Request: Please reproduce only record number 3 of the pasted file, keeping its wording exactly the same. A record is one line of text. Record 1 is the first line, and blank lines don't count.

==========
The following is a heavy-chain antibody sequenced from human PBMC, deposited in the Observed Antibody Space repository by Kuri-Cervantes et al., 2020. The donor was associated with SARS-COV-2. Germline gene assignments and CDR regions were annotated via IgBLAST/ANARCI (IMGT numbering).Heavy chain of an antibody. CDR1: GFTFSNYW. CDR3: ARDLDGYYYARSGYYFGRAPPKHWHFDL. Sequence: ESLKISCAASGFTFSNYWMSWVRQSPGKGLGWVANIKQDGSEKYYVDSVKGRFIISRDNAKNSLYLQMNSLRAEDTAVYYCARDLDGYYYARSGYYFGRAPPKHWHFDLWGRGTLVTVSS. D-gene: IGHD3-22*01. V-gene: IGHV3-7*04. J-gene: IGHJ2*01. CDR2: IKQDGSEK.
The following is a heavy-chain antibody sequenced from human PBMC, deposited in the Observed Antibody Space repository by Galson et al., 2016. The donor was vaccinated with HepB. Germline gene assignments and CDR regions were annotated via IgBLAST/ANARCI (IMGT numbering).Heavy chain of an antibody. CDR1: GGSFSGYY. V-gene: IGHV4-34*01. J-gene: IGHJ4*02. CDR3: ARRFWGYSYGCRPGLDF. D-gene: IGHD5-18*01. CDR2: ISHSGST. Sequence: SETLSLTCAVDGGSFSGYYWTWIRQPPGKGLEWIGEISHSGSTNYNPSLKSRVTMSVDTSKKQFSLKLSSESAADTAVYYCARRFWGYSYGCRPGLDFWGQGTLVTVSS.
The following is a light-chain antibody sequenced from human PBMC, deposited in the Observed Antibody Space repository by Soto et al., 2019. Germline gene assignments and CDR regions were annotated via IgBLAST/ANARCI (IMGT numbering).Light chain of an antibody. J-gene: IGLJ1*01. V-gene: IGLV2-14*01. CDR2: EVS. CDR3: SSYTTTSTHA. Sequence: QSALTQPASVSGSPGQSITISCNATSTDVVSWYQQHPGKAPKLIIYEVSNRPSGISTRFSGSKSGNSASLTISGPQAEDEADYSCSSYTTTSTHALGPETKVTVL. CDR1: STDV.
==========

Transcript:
The following is a light-chain antibody sequenced from human PBMC, deposited in the Observed Antibody Space repository by Soto et al., 2019. Germline gene assignments and CDR regions were annotated via IgBLAST/ANARCI (IMGT numbering).Light chain of an antibody. J-gene: IGLJ1*01. V-gene: IGLV2-14*01. CDR2: EVS. CDR3: SSYTTTSTHA. Sequence: QSALTQPASVSGSPGQSITISCNATSTDVVSWYQQHPGKAPKLIIYEVSNRPSGISTRFSGSKSGNSASLTISGPQAEDEADYSCSSYTTTSTHALGPETKVTVL. CDR1: STDV.